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Delta107
06-02-2014, 01:41 PM
So I've done today a spirometry test that checks the lung capacity. FVC is 2.57(norm foe my weight and height is 4.80) FEV1 is 2.40(norm is 4.10 for my weight). Anyway the point is that I've got quite serious lung capacity restrictions.

What I am concerned about is my exercising issues. When biking I can get dizzy, after some effort, like I am flying. So I am at risk on turning my bike upside down.

I haven't swam for quite some time but I remember that at times I could get dizzy, feeling weird.

EDIT:
I read on the net that breathing through purse lips can help. When doing this exercise I can feel my chest expanding more. But I read that supposedly this helps because the lungs have more time to extract oxygen from the air.(normally only a few percent of oxygen gets absorbed before needing to let out the breath) But I get dizzy(like drunk) after a few breaths. Am I breathing too fast through the pursed lips?

edit>I guess I was breathing too fast... Today when walking I did some breathing exercises slower and I wasn't dizzy.

rohrer01
06-02-2014, 08:52 PM
Delta,

It sounds like you're at between 50-60% lung capacity.
This is nothing to take lightly, especially if you experience these symptoms upon exercise.
I would suggest going back to the doctor and having your Oxygen saturation levels checked.
They can check them at rest and during exercise.
They don't normally like your Oxygen saturation to be less than 95% at rest.
It shouldn't fall below 90%. If it does, Oxygen is often prescribed, although I'm not an expert on this.
It's a simple test. They just clip a little sensor on your finger to measure O2 saturation.
They do it all the time when I go to the Cardiac Rehab Center for my exercise.
They check it before, during, and after exercise.

Please have this done. It could be an indication for surgery so that you don't lose any more lung capacity.
It's my understanding that scoliosis surgery does not improve lung capacity (my surgeon said that it can sometimes reduce it), BUT it can halt the loss of it.
But, like I said, I'm not an authority on this matter. I'm just very concerned. I don't want to see you lose what you have.

Best wishes!

Delta107
06-03-2014, 08:27 AM
I hope that I'm not annoying about writing on this forums about my issues. But I can't talk about this somewhere else. So feel free to ignore. But I must post this. The orthopedist doesn't want to hear about the details, I don't want to talk to the psychologist about this stuff because I don't want to make her feel sorry for me. I can't talk to my parents about this because... well they are a weird bunch of people. Take the following example: when I was a small kid my mother was scaring me that if I will not do the PT exercises they'll do me surgery. Then she'll start to scare me about how at the hospital where she was operated on(she's got scoliosis) were some paralyzed women following failed surgery. Or about the infection she got back then and the need for revision. Or the pain or whatever.

I know that my self-perception is affected by my upbringing(failed). And I am sure that pain get exacerbated when I am being anxious. There are times when I'm unconcerned and don't think about my deformed spine or the future. I still get pain, but it doesn't get me. I'm aware of back pain, but I can ignore it. But other times if feels like hell. Probably at that point it intensifies, but strangely this coincides with my occasional bad moods...

I have been doing a bit of breathing these past two days. I haven't really consulted a PT because the appointment is within two weeks. But after a couple of deep breaths with long exhalation I feel localized sharp pain in my chest. More specifically I get pain in the lower left chest part where the chest "flattens" and gets "thin" and in the upper thoracic region just above the main curve. Its like someone sticks a knife there. At that point its painful to take deep breaths. Also I get something similar when rotating my torso to the right. So at this moment I feel...guilty. Look, its my anxiety talking. But I feel guilty because I wonder if I could prevent this. Could I prevent this by doing breathing exercises earlier? Probably not. But what if I could??? I guess you understand the line of thought I'm talking about. Last time I went to the swimming pool I had a bad episode of this sharp pain above the curve when I could do very shallow breaths.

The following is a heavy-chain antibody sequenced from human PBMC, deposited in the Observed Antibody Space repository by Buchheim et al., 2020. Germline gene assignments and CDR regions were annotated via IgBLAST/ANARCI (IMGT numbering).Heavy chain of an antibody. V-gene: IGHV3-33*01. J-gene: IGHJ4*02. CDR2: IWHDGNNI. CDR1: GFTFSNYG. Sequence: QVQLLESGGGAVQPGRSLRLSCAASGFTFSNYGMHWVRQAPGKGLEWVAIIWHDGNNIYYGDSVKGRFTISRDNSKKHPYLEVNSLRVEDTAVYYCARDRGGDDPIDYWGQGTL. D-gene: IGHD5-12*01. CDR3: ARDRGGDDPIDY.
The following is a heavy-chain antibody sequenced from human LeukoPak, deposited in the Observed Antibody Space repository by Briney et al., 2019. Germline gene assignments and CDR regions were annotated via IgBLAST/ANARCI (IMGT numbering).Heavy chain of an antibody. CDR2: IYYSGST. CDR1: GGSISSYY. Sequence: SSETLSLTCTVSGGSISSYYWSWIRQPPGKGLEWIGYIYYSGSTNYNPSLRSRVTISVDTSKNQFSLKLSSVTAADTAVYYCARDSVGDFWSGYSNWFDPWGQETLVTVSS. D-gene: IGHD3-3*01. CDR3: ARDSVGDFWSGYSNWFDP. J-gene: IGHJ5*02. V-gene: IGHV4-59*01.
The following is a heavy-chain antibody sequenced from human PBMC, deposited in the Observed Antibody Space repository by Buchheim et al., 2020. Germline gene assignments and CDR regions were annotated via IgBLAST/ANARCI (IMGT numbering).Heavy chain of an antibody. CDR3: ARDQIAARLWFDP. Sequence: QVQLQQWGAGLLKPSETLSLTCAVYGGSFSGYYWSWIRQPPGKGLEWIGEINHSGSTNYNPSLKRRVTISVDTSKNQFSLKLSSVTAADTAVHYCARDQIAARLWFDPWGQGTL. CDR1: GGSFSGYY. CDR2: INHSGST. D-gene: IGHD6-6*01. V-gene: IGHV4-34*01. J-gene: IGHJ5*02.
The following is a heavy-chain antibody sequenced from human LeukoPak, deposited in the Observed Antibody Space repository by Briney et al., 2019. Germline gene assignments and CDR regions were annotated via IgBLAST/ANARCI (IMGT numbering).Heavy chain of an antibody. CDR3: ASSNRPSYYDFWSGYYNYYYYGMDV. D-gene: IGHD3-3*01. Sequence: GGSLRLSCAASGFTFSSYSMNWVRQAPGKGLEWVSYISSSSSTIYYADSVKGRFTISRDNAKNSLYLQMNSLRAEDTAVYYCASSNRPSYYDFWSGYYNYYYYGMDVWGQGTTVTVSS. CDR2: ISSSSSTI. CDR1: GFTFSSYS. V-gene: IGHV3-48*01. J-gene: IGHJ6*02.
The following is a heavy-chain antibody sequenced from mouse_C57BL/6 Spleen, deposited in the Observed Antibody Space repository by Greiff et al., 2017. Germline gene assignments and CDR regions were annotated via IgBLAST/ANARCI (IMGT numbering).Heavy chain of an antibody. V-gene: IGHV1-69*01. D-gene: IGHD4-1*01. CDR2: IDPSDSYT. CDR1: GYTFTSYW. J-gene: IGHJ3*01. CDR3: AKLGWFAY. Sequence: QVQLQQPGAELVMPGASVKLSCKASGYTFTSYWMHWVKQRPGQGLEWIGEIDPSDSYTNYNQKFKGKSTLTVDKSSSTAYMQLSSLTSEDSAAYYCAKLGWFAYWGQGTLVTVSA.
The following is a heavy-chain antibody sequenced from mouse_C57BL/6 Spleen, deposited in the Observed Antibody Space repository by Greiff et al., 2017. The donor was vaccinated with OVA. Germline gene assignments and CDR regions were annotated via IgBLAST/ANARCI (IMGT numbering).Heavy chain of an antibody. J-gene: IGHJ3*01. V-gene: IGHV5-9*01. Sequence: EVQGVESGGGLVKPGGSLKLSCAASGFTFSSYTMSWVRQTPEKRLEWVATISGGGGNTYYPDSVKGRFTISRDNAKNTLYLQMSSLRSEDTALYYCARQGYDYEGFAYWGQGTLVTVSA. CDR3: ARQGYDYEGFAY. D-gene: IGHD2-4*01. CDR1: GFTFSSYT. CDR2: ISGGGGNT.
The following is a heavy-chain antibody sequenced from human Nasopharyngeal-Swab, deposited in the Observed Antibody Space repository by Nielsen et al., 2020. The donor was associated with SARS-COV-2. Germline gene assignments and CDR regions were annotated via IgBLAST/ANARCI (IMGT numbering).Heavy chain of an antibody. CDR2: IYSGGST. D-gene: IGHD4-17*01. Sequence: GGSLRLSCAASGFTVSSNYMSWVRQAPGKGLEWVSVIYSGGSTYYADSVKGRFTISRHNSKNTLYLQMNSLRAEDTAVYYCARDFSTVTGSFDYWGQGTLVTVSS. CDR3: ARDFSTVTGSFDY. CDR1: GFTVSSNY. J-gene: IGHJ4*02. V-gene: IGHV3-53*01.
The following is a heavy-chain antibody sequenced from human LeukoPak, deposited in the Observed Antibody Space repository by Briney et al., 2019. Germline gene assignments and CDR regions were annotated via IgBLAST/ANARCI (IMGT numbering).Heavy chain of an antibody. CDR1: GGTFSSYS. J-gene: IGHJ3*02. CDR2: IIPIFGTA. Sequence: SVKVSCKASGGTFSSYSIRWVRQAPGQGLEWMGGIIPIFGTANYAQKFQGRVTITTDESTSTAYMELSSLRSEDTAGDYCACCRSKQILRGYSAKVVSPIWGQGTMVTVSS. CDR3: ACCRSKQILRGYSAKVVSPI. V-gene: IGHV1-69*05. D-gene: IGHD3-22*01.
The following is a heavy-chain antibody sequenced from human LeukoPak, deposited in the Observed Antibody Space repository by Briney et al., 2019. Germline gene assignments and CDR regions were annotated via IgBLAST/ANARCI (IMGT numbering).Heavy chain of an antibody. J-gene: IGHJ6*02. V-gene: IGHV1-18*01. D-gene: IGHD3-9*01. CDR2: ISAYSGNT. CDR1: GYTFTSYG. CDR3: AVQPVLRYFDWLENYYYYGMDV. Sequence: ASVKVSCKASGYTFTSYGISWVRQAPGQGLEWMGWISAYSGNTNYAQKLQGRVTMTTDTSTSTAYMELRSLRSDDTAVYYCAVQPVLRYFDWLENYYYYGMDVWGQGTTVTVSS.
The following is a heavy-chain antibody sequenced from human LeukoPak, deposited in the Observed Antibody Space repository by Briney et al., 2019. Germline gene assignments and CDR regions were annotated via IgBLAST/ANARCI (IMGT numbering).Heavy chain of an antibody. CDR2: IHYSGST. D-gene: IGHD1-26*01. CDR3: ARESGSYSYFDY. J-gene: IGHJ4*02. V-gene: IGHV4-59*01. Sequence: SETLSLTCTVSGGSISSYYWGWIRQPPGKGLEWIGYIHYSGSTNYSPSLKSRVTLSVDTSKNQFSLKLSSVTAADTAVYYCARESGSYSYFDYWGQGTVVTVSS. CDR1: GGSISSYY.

I told my granny(she's a retired doctor) about the fact that I can't breath well enough and she started to explain me the benefits of doing sport activity. I am aware that I am not a very active person. And I feel guilty about this. During the adolescence I could literally feel that stuff wasn't good. But I used to tell my parents that I went to the swimming pool when in fact I didn't and instead was playing at the computer. So in some people's mind its my fault that scoliosis got so bad. In fact deep in my mind I have these same thoughts. That I could have done something and I didn't. And here I am.

I can't carry anything more than 1-1.5 kilos because that makes me feel that stabbing pain I described above. I mean I can, but it hurts. I can actually manipulate more heavy weights(albeit I could feel pain sometimes) if I just bend my torso so that there is less pressure on my thoracic region. I can actually do some stuff like pushing some smaller furniture or lifting briefly my bike to check the chain. So my mother thinks that I am lying...

I think that people on the street can't know that I have scoliosis. Surely they see my neck is positioned weirdly but otherwise unless they have actual detailed knowledge about anatomy it would be difficult to say. I used to have drawing lessons at the university when we were drawing the human figure. So once I have posed. Basically my group-mates were schematically drawing an usual spinal column. Whereas in fact it wasn't straight but bended at 70 degrees... In fact I look just like about any other person except the slightly kyphotic neck and the prominent scapula and a bit of hump. I just get this feeling that people expect me to me more muscled or I don't know...